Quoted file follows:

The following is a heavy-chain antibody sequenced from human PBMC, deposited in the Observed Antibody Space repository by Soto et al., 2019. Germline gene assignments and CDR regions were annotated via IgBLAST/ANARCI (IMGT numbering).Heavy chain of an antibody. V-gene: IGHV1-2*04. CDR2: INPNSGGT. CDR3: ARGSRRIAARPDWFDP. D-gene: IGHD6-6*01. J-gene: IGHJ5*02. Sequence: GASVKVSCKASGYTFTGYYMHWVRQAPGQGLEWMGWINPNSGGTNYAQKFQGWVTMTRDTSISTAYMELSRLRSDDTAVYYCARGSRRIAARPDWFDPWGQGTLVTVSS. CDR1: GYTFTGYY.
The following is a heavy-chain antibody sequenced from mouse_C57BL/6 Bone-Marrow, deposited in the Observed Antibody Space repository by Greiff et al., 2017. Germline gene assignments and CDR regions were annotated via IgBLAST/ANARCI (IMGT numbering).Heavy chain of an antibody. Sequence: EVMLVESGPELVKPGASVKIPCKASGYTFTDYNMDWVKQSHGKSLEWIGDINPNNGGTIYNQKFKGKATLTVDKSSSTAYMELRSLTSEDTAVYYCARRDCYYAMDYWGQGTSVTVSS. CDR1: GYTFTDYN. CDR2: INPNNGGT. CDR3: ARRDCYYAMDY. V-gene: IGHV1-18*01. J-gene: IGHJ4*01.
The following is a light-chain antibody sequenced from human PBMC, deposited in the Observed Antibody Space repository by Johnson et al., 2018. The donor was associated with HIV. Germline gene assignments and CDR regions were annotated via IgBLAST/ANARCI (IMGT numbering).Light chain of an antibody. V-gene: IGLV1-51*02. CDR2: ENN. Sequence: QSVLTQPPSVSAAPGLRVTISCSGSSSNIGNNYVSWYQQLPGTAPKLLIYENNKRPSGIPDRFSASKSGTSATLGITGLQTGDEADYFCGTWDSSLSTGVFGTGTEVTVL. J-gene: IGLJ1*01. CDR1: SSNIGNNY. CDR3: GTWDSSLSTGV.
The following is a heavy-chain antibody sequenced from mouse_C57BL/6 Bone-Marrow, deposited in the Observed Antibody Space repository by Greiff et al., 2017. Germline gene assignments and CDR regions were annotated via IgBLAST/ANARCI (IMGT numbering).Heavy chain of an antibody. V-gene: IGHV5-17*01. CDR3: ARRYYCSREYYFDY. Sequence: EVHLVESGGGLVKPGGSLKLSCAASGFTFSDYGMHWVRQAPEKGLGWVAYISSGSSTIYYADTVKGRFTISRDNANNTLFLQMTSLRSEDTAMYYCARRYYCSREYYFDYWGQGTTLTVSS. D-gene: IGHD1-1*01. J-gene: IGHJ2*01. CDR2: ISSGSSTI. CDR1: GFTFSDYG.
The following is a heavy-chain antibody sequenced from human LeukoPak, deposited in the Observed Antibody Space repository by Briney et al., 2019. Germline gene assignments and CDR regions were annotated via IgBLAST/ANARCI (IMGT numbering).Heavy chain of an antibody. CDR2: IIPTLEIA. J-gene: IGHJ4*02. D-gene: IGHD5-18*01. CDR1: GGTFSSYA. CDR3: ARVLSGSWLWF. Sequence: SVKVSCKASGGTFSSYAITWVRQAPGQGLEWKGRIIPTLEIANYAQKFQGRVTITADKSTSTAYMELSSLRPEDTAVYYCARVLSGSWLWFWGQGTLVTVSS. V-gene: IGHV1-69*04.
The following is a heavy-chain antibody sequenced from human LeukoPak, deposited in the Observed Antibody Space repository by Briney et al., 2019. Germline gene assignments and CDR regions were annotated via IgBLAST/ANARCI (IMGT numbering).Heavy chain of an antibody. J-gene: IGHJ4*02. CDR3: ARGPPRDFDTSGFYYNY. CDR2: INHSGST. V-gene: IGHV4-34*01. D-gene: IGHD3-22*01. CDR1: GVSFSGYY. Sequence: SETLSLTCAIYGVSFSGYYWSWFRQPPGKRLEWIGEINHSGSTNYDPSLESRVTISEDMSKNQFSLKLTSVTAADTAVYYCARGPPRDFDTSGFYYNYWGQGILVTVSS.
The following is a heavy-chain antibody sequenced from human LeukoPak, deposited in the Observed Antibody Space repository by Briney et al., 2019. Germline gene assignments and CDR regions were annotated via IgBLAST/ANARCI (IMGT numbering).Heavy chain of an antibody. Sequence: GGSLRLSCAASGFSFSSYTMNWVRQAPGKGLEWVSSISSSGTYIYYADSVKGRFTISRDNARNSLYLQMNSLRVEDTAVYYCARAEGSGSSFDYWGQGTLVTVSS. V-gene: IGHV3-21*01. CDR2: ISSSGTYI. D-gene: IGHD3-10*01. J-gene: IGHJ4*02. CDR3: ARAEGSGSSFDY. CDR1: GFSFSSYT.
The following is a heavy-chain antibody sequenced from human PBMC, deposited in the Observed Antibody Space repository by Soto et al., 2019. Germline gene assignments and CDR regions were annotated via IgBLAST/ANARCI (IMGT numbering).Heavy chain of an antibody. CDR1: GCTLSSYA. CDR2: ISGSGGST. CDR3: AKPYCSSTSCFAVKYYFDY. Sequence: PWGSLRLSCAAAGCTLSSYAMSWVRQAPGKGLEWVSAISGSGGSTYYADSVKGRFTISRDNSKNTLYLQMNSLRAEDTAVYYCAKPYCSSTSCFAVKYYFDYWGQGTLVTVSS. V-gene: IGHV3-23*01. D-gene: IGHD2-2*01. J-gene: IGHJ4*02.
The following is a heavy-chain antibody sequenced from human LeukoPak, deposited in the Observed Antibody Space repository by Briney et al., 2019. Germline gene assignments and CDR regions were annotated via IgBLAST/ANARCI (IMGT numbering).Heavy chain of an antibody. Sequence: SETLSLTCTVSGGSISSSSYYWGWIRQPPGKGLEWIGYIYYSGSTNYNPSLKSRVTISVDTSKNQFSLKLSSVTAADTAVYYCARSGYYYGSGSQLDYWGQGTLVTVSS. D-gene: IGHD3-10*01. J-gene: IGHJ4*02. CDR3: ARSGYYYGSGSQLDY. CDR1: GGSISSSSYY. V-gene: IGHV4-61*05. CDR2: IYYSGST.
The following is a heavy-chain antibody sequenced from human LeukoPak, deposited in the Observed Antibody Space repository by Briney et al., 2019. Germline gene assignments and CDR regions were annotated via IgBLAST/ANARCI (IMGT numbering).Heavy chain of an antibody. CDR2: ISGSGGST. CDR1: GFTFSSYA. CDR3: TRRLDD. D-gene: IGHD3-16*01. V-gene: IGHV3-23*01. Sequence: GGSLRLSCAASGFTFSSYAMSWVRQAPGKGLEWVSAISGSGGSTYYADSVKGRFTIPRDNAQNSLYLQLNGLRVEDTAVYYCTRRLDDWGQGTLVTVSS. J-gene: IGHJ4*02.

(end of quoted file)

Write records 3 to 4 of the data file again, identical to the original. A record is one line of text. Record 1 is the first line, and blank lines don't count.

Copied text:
The following is a light-chain antibody sequenced from human PBMC, deposited in the Observed Antibody Space repository by Johnson et al., 2018. The donor was associated with HIV. Germline gene assignments and CDR regions were annotated via IgBLAST/ANARCI (IMGT numbering).Light chain of an antibody. V-gene: IGLV1-51*02. CDR2: ENN. Sequence: QSVLTQPPSVSAAPGLRVTISCSGSSSNIGNNYVSWYQQLPGTAPKLLIYENNKRPSGIPDRFSASKSGTSATLGITGLQTGDEADYFCGTWDSSLSTGVFGTGTEVTVL. J-gene: IGLJ1*01. CDR1: SSNIGNNY. CDR3: GTWDSSLSTGV.
The following is a heavy-chain antibody sequenced from mouse_C57BL/6 Bone-Marrow, deposited in the Observed Antibody Space repository by Greiff et al., 2017. Germline gene assignments and CDR regions were annotated via IgBLAST/ANARCI (IMGT numbering).Heavy chain of an antibody. V-gene: IGHV5-17*01. CDR3: ARRYYCSREYYFDY. Sequence: EVHLVESGGGLVKPGGSLKLSCAASGFTFSDYGMHWVRQAPEKGLGWVAYISSGSSTIYYADTVKGRFTISRDNANNTLFLQMTSLRSEDTAMYYCARRYYCSREYYFDYWGQGTTLTVSS. D-gene: IGHD1-1*01. J-gene: IGHJ2*01. CDR2: ISSGSSTI. CDR1: GFTFSDYG.